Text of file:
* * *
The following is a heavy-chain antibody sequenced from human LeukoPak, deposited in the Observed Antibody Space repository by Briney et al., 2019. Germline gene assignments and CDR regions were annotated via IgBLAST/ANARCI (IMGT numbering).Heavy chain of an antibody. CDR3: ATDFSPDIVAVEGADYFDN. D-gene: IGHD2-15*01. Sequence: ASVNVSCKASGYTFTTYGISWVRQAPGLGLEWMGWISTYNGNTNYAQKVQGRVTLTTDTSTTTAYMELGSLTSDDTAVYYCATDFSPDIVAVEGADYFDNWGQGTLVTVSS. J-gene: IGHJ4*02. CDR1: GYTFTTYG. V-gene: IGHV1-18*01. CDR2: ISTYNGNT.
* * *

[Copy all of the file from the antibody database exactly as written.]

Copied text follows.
The following is a heavy-chain antibody sequenced from human LeukoPak, deposited in the Observed Antibody Space repository by Briney et al., 2019. Germline gene assignments and CDR regions were annotated via IgBLAST/ANARCI (IMGT numbering).Heavy chain of an antibody. CDR3: ATDFSPDIVAVEGADYFDN. D-gene: IGHD2-15*01. Sequence: ASVNVSCKASGYTFTTYGISWVRQAPGLGLEWMGWISTYNGNTNYAQKVQGRVTLTTDTSTTTAYMELGSLTSDDTAVYYCATDFSPDIVAVEGADYFDNWGQGTLVTVSS. J-gene: IGHJ4*02. CDR1: GYTFTTYG. V-gene: IGHV1-18*01. CDR2: ISTYNGNT.